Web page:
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Getting to know… Father Chuck

The Rev. Charles C. McCourt, Jr. has lived in Northern Virginia nearly all his life. One of seven children, he was raised in Springfield and attended St. Bernadette’s Church, West Springfield High School, and George Mason University. After graduating from college, he spent two years living in western Kentucky in the fifth poorest county in the U.S. The experience confirmed his calling to be a priest. He graduated from St. Mary’s Seminary, in Emmitsburg, MD, in 1990. After holding various diocesan positions in Northern Virginia parishes, he became the priest at Good Shepherd Catholic Church three years ago.

The impact his father had on his life…

"I’m a junior. They called Dad Charlie and I’m Chuck. He was a Giant Food Store Manager for 42 years. He died 10 years ago. I’ve had his picture on my desk since I was ordained, sixteen years ago. If I could become the man that my dad was – who loved and served God as a dad and as a manager of a Giant Food Store – then I will be the man that God is calling me to be."

His experience of living in Appalachia…

"I wanted to go someplace where I could be of service and somewhere no one knew me and where I knew no one so I could more carefully listen to God’s call. I needed to discern what I felt was God’s call in my life.

"Discernment takes time. It’s not something that can be accomplished in an instant or the blink of an eye. It takes time to navigate through life and vocational decisions. I wanted a place where I could go for a few years and live in the mountains and love the people and listen to God."

The construction of Good Shepherd’s past and its future…

"Good Shepherd has been around forty years and they have accomplished building a wonderful community and a property filled with structures that we heavily use every day of the year. The congregation should be proud of that. They accomplished an ambitious plan. Now our focus is building up the people in faith, doing everything we can to mature our members in faith…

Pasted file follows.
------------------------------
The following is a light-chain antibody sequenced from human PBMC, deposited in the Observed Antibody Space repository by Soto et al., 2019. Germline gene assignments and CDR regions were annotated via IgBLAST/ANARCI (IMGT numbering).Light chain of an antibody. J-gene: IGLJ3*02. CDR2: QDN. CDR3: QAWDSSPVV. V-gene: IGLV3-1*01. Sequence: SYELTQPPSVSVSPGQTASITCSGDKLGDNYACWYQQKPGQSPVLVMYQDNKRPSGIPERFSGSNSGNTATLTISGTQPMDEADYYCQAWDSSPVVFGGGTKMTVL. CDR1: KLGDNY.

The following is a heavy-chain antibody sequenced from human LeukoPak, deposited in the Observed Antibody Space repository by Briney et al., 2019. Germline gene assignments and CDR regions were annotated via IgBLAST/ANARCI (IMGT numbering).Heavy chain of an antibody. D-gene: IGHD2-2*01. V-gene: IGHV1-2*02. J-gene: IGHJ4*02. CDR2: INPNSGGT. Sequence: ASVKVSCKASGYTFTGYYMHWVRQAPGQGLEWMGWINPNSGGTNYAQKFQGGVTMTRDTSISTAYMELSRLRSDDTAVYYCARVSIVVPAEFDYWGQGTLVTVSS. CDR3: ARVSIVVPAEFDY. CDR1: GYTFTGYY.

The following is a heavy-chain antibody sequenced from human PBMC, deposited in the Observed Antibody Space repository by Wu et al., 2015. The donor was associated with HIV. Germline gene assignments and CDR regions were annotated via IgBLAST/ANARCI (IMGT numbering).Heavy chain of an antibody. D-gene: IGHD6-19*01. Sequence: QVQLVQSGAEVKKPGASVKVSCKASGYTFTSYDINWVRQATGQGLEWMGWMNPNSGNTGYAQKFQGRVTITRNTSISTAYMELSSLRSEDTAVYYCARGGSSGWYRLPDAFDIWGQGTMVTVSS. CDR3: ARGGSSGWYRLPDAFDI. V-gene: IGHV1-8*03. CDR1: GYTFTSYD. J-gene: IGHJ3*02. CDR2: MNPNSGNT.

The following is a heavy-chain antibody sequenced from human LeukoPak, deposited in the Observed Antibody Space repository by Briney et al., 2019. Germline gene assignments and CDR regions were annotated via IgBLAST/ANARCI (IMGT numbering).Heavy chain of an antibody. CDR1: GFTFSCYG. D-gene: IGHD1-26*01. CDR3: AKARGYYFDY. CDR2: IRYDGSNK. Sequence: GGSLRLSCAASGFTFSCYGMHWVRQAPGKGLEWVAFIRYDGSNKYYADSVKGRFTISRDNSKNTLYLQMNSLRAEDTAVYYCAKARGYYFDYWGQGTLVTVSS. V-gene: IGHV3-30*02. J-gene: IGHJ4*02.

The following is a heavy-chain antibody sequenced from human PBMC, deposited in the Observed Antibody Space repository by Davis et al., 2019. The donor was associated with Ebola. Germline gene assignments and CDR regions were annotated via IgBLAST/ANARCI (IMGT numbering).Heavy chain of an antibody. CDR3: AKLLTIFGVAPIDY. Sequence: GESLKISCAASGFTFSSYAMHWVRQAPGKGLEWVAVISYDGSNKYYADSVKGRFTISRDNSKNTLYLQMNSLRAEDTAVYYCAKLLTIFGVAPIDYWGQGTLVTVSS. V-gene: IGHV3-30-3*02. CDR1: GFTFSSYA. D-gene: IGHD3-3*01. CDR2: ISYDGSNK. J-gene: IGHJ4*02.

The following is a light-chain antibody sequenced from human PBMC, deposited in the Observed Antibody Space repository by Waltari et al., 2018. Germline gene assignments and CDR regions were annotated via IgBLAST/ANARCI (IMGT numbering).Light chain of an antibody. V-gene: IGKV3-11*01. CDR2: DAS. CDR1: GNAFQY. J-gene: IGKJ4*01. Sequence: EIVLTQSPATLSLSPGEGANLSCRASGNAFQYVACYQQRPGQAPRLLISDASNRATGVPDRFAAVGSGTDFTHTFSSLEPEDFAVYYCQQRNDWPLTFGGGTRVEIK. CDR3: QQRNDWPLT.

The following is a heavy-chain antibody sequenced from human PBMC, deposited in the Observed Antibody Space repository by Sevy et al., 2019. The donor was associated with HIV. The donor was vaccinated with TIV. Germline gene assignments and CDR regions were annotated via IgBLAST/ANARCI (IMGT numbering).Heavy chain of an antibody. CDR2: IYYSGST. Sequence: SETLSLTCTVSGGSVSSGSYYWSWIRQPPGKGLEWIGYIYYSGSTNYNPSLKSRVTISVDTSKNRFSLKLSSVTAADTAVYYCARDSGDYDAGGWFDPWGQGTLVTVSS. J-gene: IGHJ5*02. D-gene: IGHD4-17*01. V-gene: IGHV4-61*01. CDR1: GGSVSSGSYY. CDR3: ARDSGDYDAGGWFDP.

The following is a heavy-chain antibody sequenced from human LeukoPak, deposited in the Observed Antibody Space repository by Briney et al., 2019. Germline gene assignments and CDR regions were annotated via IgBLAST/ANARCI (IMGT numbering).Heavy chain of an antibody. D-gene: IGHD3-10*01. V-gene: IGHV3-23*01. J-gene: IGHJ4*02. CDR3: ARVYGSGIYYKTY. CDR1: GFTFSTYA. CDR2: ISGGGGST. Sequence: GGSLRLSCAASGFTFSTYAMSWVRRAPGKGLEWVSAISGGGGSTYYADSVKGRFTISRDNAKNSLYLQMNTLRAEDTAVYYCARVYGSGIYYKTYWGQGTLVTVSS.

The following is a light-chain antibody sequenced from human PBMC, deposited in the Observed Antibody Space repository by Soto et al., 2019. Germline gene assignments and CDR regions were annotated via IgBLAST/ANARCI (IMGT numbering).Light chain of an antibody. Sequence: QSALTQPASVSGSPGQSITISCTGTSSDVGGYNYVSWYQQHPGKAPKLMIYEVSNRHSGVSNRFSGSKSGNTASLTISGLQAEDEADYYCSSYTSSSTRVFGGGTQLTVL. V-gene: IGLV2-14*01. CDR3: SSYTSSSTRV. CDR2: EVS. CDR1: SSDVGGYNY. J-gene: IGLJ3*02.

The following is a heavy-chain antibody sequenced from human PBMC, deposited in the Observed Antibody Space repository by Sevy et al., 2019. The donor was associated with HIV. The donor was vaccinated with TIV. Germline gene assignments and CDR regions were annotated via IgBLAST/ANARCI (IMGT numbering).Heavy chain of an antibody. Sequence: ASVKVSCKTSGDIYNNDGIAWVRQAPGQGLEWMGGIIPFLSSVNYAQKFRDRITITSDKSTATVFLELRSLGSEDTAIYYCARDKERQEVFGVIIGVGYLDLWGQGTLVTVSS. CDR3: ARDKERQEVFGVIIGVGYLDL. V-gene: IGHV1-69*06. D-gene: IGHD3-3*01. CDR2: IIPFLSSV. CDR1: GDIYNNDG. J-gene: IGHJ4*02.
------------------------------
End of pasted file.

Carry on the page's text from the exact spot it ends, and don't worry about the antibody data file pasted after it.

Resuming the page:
"We have launched a new vision and a new mission and we recently asked people to apply for our new Parish Pastoral Council. 23 people applied and nine will be selected. What we’re doing is remembering who we are, renewing who we are, and in a sense recreating who we are. Our antennas are up. We are attempting to discern who God wants us to be as a parish.

"We are going to come up with a strategic, long-range plan with annual goals and objectives and we’re going to design a matrix to measure success. We’re taking business models and baptizing them."

And his own present…

"It’s been great to have had a varied career but I have never been so happy and satisfied than to be right here, right now with these people in this time of Good Shepherd’s history. I’m not exaggerating. This is what I was born to do."

The importance of technology in his role as a priest…

"Everything about my life has changed with my laptop and cell phone… I’m no longer as tied to a geography… Being the pastor of a parish with over 11,000 people, its important people have the chance to get in touch with me if they need to… It’s important to me to know I’m connected. I get about 50 calls a day and about 200 emails… What I do everyday in a community this size is triage. I make decisions on what is critical, what is life and death and what can wait until tomorrow. And I love it. I don’t find it a burden. It’s a blessing."

The Bishop of Arlington’s decision to allow women to serve at the altar…

"Our reading for last Sunday [two days before the Bishop’s announcement] was the Samaritan woman at the well. Christ had a radical love for this woman, who was an outcast, who Jews hated, who had lived a challenging life and was a mess. He treated her with a dignity, love, and respect that the institutional church may have forgotten. [In the sermon,] I apologized to women in the congregation who feel the church has not treated them with the same love, dignity, and respect. We will be implementing [the new policy]. We will train whoever comes to church this Sunday."

The international role of the Church…

"The Bible’s Book of Acts chapter 1, verse 8: "You will receive power when the Holy Spirit comes down on you; then you are to be my witnesses in Jerusalem, throughout Judea and Samaria, yes, even to the ends of the earth." I feel that we have a responsibility here – Jerusalem, nationally – Judea, and internationally – Samaria. This was a command that Jesus gave, not a suggestion… The reason we have the global poverty today is power politics. It is a lack of connectedness... I think that lived immersion experiences [mission trips for church members to do work in other parts of the nation and the world], putting faith into action, can transform people not because of who we are but because of who God is and what God can do."